Each of the devices being tested had to have a different zone with each test.  The largest available city was selected from each time zone, and the times were changed based on that. 

Changing the time zone on a specific device is not difficult, you just need to know where to look. I will show how to do it on macOS, iPhone, and Android devices (in this example Sony Xperia).

First device: MacBook

To change the time zone and Date & Time we have to press the date in the upper right-hand corner. Then press “Open Date & Time Preferences” and then go through 4 steps:

1. Unlock the possibility of changes

2. Turn off automatic date updating

3. After going to the Time Zone tab, turn off the ability to automatically load locations

4. Choose the location around the city or by clicking on the map

Second device: iPhone

On the iPhone we have to go to Settings -> General -> Date & Time and disable the option “Set Automatically”. Now we can change the time zone by entering the city name and change the date and time. 

It is important that when you want to test the application on iOS, you need to first download the applications on the phone (from Xcode). Then change the date/time zone because in the reverse order you will not be able to upload the application in the future date (on Android there is no such dependence).

Third device: Sony Xperia

On a Sony Xperia phone (there are no major differences on other Android devices) we go to Settings. Then we go to Date & Time and disable the automatic date and time zone settings.

Test cases

After preparing the test environment and time zones, we could then start on the test cases. After going through the simplest cases of playing advertisements at a given date and time, we also had to check whether everything was working properly in any given summer and winter time. 

A good way to do this was to check the wintertime by setting the date in December or November. Because in October the time changes around the world, but it is worth giving yourself a safety buffer. And then test summertime at the end of May.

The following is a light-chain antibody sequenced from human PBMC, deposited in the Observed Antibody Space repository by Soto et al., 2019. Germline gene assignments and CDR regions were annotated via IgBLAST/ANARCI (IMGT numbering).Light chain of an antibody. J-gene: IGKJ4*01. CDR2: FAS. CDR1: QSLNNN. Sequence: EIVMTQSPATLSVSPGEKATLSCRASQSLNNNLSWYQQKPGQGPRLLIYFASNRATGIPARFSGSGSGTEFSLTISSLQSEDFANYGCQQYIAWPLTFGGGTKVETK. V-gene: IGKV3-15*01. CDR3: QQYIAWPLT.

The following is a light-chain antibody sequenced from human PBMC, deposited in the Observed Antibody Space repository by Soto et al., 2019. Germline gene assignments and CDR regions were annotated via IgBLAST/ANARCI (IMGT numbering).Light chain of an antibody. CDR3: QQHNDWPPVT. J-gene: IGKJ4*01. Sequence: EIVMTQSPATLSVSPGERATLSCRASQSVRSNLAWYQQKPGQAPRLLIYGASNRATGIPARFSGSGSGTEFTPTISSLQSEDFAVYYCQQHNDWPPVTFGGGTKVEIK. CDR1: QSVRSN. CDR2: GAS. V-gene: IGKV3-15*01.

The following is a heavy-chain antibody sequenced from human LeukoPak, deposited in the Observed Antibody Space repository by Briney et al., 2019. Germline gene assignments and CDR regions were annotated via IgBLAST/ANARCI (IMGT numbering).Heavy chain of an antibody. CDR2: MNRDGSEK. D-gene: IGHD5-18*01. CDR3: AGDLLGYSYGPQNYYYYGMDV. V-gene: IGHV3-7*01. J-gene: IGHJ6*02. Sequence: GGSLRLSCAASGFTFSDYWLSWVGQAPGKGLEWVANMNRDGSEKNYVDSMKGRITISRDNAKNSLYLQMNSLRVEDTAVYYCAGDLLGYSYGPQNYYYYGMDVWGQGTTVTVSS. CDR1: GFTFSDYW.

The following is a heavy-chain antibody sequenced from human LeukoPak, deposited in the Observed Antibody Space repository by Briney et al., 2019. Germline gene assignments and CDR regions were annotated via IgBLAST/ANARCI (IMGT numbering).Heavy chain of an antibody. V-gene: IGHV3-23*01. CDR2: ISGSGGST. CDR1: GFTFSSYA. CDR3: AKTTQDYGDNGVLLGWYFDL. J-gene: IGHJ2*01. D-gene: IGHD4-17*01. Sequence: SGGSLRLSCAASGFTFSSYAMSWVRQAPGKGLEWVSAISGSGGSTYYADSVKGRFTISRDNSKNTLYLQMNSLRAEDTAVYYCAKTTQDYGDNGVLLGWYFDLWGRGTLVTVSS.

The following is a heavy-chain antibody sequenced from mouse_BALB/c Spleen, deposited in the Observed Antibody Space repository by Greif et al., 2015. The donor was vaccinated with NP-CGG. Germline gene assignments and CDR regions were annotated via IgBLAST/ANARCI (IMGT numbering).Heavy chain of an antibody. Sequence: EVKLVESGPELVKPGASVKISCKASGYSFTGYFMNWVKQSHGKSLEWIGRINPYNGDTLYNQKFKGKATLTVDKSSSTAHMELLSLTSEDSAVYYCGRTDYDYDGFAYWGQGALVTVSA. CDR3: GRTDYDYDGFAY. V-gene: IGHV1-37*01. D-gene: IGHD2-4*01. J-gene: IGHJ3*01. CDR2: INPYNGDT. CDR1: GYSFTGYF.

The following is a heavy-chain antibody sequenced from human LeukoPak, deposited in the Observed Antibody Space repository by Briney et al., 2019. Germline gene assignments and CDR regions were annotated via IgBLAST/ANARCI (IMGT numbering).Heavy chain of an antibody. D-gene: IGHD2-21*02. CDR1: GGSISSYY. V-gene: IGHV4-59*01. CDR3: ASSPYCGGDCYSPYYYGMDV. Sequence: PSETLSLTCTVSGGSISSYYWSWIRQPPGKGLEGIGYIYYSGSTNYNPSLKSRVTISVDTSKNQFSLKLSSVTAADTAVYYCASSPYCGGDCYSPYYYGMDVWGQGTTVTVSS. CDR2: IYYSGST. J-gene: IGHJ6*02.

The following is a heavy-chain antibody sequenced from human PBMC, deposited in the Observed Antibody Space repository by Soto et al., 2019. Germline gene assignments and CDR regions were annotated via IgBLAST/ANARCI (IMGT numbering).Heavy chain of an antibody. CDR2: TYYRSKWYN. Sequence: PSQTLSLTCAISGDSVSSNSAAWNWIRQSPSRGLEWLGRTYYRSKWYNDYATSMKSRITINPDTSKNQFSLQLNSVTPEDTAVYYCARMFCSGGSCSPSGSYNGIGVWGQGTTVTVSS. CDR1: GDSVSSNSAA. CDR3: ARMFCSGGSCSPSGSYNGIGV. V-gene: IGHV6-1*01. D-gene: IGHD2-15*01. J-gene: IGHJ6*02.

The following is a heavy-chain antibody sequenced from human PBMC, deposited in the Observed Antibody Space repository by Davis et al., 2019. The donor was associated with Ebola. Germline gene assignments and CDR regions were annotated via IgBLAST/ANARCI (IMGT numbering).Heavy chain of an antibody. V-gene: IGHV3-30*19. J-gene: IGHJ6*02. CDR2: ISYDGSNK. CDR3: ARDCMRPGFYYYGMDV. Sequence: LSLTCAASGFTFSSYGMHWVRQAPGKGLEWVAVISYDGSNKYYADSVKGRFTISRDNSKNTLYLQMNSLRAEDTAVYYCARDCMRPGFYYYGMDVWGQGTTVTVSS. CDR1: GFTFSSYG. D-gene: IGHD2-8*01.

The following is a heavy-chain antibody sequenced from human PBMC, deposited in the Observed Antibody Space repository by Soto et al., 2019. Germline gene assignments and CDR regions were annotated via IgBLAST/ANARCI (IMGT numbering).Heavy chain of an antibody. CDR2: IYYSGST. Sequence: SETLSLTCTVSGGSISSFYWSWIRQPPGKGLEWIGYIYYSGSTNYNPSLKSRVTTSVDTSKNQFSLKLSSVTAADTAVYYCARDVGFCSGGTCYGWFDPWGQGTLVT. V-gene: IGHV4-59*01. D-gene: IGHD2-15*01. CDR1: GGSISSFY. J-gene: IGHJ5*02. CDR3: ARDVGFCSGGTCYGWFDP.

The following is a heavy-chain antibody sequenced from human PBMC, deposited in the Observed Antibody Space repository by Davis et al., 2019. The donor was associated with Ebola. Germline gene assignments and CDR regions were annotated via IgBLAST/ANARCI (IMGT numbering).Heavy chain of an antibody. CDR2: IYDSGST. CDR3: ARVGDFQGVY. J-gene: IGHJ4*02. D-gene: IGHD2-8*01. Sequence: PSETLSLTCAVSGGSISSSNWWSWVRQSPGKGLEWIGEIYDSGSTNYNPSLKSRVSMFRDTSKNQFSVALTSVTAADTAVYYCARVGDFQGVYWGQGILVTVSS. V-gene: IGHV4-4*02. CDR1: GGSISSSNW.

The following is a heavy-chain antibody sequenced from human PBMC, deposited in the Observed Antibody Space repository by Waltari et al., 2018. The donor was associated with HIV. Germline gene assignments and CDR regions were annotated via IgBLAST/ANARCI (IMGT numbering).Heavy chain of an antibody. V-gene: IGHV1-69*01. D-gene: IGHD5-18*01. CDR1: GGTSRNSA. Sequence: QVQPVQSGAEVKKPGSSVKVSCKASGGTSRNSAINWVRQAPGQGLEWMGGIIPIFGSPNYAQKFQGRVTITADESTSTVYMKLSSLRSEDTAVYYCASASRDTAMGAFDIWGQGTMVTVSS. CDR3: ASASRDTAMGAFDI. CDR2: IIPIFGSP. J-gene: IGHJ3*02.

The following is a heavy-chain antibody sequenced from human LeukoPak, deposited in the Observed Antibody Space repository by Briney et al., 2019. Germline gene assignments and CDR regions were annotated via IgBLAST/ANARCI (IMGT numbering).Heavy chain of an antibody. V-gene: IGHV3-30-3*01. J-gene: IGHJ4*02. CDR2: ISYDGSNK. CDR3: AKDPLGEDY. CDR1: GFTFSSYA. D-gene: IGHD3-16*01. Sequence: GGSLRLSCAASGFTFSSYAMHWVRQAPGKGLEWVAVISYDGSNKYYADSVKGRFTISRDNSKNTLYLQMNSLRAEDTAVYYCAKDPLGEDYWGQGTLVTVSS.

It’s also worth checking testing zones at the end of the day.  This is to check the disappearance of the banner at 23:59 and its appearance at 00:01 the next day. The disappearance of the banner and appearance in two weeks, only on certain days or vice versa was also checked.

Some of the more interesting issues that came up during the whole manual testing process were:

  •  when we changed the orientation, the banner did not appear.
  • Another thing was that when a given advertisement was fired by the user, the hour was not read in real-time. For example the banner was to appear at 17:00 and the user started displaying the advertisement at 16:59, the banner did not appear.


Thanks for reading the whole article! As (I hope) I have shown you, manual testing of time zones can be quite simple and interesting. You just have to make sure you clarify the most appropriate approach from the beginning. 

In this case, after the feature went into production, we didn’t have to test it any further. If, of course, the tests were supposed to be repeated regularly, it would be necessary to devise a strategy for writing automated tests. A little spoiler alert… We were able to devise the test approach and do the testing itself in just two days! It was a lot of hard work, but the outcomes were totally worth it. 

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Karolina Szewczyk

I have been a tester for over two years. During my testing career, I performed tests on multiple web apps, thousands of interactive ads on Android & iOS devices, and to top it off I also had an episode of being a Project Manager. Currently, I’m learning how to write automated tests in Java and exploring the topic of Machine Learning. In my free time, I’m busy with planning trips, cooking Asian food, and honing my Latino moves.